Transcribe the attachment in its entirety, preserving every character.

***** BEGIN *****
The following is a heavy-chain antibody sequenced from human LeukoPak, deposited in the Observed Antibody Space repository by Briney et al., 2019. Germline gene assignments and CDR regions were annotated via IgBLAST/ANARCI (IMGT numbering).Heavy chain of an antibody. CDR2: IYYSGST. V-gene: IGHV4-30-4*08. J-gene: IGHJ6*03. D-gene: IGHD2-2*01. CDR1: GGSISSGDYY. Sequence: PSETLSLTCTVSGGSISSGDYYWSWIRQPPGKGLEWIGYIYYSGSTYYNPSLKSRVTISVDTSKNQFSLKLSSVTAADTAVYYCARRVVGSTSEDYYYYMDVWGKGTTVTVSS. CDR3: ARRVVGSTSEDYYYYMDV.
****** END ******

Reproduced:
The following is a heavy-chain antibody sequenced from human LeukoPak, deposited in the Observed Antibody Space repository by Briney et al., 2019. Germline gene assignments and CDR regions were annotated via IgBLAST/ANARCI (IMGT numbering).Heavy chain of an antibody. CDR2: IYYSGST. V-gene: IGHV4-30-4*08. J-gene: IGHJ6*03. D-gene: IGHD2-2*01. CDR1: GGSISSGDYY. Sequence: PSETLSLTCTVSGGSISSGDYYWSWIRQPPGKGLEWIGYIYYSGSTYYNPSLKSRVTISVDTSKNQFSLKLSSVTAADTAVYYCARRVVGSTSEDYYYYMDVWGKGTTVTVSS. CDR3: ARRVVGSTSEDYYYYMDV.